Ok,.. so you have some VM’s already running in Azure and are adding VM’s day-by-day you should consider adding a NGFW! Also, if you have ever run the Azure Advisor you should already have been notified to add a NGFW.
In Azure you can choose from different Firewall vendors:
Because i’m familliar with Forinet Firewalls I have created a FortiGate! The Fortigate NGFW is available as Pay-As-You-Go or Bring-Your-Own-License (BYOL).
- FortiGate-VM ‘virtual appliance’ designed for [Platform]. 2x vCPU cores and (up to) 4 GB RAM.
- SKU: FG-VM02(-Xen/HV/KVM/AWS/AZ)
- FortiGate-VM ‘virtual appliance’ designed for [Platform]. 4x vCPU cores and (up to) 6 GB RAM. No VDOM support.
- SKU: FG-VM04(-Xen/HV/KVM/AWS)
Note: Looks like there is a mistake in the Fortinet Datasheet (check link below) because this SKU suggests that there is no Azure Support and VDOM support!?
- FortiGate-VM ‘virtual appliance’ designed for [Platform]. 8x vCPU cores and (up to) 12 GB RAM.
- SKU: FG-VM08(-Xen/HV/KVM/AWS/AZ)
Check the visio-drawing on a ‘standard’ Fortigate (Single VM) deployment within Azure.
Resourses Create by the Deployment:
- 1x VM
- 1x Availability Set
- 1x Storage Account (No Managed disks!)
- 1x VNET
- 1x Address Space
- 2x Subnet (LAN and WAN)
- 2x Custom IP Routes
- 2x Network Interfaces (LAN and WAN)
- 1x Public IP Address
The deployment is quite simple:
- Create a VNET with two Subnets.
- Create a VM with two network interfaces and connect one network interface to the ‘LAN’ Subnet and one to the ‘WAN’ subnet.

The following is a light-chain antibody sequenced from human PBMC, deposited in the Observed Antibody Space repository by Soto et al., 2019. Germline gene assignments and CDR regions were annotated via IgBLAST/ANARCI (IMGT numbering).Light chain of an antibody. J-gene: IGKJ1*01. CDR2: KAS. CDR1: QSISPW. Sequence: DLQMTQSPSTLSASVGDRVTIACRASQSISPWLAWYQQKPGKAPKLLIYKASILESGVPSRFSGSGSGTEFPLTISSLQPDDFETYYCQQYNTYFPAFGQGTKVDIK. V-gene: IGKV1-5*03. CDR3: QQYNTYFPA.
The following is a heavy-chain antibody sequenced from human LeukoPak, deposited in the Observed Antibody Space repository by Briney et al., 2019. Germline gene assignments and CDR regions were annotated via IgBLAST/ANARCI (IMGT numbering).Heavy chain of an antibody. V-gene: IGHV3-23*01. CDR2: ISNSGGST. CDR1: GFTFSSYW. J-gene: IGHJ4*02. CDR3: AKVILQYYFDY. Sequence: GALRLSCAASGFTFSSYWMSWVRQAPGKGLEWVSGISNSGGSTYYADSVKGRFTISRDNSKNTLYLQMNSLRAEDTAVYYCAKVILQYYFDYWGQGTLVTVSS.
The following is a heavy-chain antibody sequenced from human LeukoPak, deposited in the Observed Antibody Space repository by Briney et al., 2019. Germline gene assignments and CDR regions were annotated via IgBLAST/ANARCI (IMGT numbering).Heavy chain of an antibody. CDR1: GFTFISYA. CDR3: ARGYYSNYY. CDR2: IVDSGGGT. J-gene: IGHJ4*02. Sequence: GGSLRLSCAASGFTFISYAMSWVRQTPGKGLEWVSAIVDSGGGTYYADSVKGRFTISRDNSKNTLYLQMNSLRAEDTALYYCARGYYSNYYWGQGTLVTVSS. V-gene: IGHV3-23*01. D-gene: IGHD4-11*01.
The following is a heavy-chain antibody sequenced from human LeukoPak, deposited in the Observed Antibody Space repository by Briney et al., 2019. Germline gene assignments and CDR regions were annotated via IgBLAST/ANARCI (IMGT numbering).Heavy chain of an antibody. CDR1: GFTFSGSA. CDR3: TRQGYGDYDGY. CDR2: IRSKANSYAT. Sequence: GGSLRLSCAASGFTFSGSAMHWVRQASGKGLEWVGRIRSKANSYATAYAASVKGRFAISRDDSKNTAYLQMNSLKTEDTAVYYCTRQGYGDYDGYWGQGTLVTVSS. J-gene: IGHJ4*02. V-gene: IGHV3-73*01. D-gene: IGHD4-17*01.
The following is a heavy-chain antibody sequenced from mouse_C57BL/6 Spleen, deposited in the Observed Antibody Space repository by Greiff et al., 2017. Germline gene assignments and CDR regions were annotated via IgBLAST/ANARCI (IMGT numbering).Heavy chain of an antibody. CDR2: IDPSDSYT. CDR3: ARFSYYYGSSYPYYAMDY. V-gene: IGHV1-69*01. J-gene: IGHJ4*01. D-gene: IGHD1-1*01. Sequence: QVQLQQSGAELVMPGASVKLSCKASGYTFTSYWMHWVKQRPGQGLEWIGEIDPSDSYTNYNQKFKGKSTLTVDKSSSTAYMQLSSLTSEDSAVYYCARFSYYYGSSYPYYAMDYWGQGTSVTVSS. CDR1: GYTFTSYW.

- From there create a custom IP Route and assign it to the ‘LAN’ Subnet so traffic will be routed to the Fortigate LAN interface.
- Also create a custom IP Route on the ‘WAN’ subnet so traffic to the ‘Public IP’ will be routed to the Fortigate WAN interface.
Lets just create a Fortigate NGFW! Check the Azure Marketplace and search for ‘Fortigate’:
Fillin the details like Fortigate VM Name, Username, Password etc.
For this example i have choosen to create a new VNET. I have left the pre-populated unchanged (‘FortigateProtectedVNet’):
Note: Keep in mind when choosing a Address Space that you need two Subnets (one for LAN and one for WAN)
On the Subnets tab; fillin the details.
Notice the two subnets! (where ‘PublicFacingSubnet’ = WAN and ‘FortigateInternalSubnet’ = LAN)
Select a VM size as you should normally do with a VM. You could also choose a smaller one. Just for testing i selected a ‘Standard D2’, 2Cores,7GB)
Create a Storage Account which will store the OS-Disk and Data-Disk
Create a Public IP:
Assign a Domain name label to the Public IP. With this DNS name you can manage the Fortigate.
Note1: Your Fortigate will be availible via: HTTPS://<Your domain label>.<location>.cloudapp.azure.com
Note2: If you have created a Fortigate HA cluster, the second node will be availible via: HTTPS://<Your domain label>.<location>.cloudapp.azure.com:8443
Ok, Done! Now lets check the Resource group and its resources:
As explained above you will find all the resources outlined in the visio drawing.
So you have yourself a Fortigate NGFW in Azure! yeah! Now you will be able to login to the Fortigate Management interface and upload a license (BYOL) and manage the Fortigate as you normally should do.
Azure MarketPlave – Test-Drive
It is also possible to Test-Drive the Fortigate on Azure via the Marketplace. You can Test-Drive the Fortigate for 1 hour. This works great but you won’t be able to see the resources created and how things are connected to each other.